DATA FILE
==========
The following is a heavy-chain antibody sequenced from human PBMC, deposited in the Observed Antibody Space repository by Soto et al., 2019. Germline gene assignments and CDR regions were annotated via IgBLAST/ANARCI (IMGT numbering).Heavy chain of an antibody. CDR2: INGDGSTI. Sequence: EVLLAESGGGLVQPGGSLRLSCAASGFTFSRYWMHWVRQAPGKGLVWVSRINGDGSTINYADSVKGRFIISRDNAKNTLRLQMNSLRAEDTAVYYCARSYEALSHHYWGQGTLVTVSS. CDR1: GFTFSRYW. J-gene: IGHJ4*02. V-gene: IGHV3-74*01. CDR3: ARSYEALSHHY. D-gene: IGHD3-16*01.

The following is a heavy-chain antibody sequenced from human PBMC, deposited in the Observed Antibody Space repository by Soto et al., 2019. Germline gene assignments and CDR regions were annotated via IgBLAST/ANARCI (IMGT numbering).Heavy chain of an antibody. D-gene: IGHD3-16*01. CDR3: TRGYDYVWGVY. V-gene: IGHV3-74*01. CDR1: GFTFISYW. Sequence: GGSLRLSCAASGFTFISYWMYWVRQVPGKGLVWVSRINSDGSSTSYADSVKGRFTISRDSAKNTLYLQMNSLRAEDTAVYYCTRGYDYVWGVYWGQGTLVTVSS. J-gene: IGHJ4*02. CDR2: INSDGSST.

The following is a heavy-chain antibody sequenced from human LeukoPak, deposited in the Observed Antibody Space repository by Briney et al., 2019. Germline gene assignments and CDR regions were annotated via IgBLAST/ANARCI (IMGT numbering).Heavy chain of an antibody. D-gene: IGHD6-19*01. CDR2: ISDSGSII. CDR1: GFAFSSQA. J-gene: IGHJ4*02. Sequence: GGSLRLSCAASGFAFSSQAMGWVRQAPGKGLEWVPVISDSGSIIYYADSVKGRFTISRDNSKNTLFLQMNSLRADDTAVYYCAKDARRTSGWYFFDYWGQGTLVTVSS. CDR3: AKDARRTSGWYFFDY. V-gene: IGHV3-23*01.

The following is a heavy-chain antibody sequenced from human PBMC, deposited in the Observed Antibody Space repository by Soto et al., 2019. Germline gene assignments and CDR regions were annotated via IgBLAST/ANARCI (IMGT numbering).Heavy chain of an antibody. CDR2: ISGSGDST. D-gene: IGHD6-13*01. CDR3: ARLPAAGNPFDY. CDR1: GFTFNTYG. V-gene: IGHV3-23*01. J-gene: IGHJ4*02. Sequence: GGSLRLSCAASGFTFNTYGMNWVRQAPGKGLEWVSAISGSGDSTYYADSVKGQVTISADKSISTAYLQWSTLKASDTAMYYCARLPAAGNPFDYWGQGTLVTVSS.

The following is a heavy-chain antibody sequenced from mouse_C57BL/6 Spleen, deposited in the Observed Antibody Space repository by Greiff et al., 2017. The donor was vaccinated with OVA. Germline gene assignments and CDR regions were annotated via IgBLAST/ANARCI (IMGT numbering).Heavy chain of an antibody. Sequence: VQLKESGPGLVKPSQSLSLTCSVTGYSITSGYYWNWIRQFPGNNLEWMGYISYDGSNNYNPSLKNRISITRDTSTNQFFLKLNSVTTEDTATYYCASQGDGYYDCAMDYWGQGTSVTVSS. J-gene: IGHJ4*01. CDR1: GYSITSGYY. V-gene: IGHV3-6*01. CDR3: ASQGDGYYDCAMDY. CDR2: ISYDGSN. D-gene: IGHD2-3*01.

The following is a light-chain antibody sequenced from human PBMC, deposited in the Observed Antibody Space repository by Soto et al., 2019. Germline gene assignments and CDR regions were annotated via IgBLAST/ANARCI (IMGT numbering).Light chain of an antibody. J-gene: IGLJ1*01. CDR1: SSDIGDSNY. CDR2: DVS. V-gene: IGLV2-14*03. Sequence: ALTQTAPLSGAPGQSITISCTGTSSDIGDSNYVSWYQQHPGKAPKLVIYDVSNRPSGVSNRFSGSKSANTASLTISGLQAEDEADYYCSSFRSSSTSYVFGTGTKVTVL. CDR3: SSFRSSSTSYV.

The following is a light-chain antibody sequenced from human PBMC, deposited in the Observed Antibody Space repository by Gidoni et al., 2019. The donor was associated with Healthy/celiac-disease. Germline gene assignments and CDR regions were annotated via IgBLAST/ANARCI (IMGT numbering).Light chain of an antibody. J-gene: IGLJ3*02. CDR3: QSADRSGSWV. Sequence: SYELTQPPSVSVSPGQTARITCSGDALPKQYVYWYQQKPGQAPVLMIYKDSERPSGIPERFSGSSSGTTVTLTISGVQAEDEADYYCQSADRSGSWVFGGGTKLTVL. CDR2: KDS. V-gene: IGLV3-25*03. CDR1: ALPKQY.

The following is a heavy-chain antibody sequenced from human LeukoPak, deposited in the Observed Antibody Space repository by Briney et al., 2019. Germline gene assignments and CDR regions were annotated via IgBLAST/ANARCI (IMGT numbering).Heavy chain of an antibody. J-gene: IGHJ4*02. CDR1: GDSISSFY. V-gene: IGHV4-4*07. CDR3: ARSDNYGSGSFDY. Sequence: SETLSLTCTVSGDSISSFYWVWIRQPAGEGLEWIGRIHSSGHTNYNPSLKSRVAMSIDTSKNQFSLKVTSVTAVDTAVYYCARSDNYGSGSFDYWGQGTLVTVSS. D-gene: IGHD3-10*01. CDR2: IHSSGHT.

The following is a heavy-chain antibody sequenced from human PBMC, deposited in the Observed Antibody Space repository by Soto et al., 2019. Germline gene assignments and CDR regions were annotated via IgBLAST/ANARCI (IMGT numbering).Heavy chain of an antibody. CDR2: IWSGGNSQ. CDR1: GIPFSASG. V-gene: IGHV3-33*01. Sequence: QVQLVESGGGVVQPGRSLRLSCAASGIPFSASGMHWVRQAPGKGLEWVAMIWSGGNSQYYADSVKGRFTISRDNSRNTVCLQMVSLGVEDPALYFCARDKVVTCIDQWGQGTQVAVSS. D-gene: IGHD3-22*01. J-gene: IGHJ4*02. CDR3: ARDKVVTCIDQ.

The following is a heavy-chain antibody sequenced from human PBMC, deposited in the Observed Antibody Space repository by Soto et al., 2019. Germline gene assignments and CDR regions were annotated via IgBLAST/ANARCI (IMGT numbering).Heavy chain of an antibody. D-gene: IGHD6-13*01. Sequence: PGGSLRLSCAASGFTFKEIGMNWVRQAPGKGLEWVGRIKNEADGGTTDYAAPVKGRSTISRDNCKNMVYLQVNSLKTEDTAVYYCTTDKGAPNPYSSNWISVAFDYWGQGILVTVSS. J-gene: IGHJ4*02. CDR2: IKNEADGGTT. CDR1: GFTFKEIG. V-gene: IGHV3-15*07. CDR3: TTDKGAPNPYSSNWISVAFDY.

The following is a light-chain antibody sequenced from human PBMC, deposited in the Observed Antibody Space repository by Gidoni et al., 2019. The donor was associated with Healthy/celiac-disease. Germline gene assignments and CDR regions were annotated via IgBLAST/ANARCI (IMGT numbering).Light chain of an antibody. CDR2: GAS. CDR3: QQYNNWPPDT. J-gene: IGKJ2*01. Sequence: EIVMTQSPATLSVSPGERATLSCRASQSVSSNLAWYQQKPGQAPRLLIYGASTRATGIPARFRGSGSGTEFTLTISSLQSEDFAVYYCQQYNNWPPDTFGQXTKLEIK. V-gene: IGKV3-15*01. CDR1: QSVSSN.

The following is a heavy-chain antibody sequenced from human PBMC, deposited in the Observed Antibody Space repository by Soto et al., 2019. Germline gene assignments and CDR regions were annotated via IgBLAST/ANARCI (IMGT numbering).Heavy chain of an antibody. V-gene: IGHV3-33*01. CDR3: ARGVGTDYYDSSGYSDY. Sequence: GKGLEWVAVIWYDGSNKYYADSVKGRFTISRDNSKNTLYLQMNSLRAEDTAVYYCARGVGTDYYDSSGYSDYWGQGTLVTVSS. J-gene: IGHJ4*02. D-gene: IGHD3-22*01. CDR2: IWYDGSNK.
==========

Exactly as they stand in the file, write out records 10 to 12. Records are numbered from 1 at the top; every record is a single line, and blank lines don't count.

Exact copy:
The following is a heavy-chain antibody sequenced from human PBMC, deposited in the Observed Antibody Space repository by Soto et al., 2019. Germline gene assignments and CDR regions were annotated via IgBLAST/ANARCI (IMGT numbering).Heavy chain of an antibody. D-gene: IGHD6-13*01. Sequence: PGGSLRLSCAASGFTFKEIGMNWVRQAPGKGLEWVGRIKNEADGGTTDYAAPVKGRSTISRDNCKNMVYLQVNSLKTEDTAVYYCTTDKGAPNPYSSNWISVAFDYWGQGILVTVSS. J-gene: IGHJ4*02. CDR2: IKNEADGGTT. CDR1: GFTFKEIG. V-gene: IGHV3-15*07. CDR3: TTDKGAPNPYSSNWISVAFDY.

The following is a light-chain antibody sequenced from human PBMC, deposited in the Observed Antibody Space repository by Gidoni et al., 2019. The donor was associated with Healthy/celiac-disease. Germline gene assignments and CDR regions were annotated via IgBLAST/ANARCI (IMGT numbering).Light chain of an antibody. CDR2: GAS. CDR3: QQYNNWPPDT. J-gene: IGKJ2*01. Sequence: EIVMTQSPATLSVSPGERATLSCRASQSVSSNLAWYQQKPGQAPRLLIYGASTRATGIPARFRGSGSGTEFTLTISSLQSEDFAVYYCQQYNNWPPDTFGQXTKLEIK. V-gene: IGKV3-15*01. CDR1: QSVSSN.

The following is a heavy-chain antibody sequenced from human PBMC, deposited in the Observed Antibody Space repository by Soto et al., 2019. Germline gene assignments and CDR regions were annotated via IgBLAST/ANARCI (IMGT numbering).Heavy chain of an antibody. V-gene: IGHV3-33*01. CDR3: ARGVGTDYYDSSGYSDY. Sequence: GKGLEWVAVIWYDGSNKYYADSVKGRFTISRDNSKNTLYLQMNSLRAEDTAVYYCARGVGTDYYDSSGYSDYWGQGTLVTVSS. J-gene: IGHJ4*02. D-gene: IGHD3-22*01. CDR2: IWYDGSNK.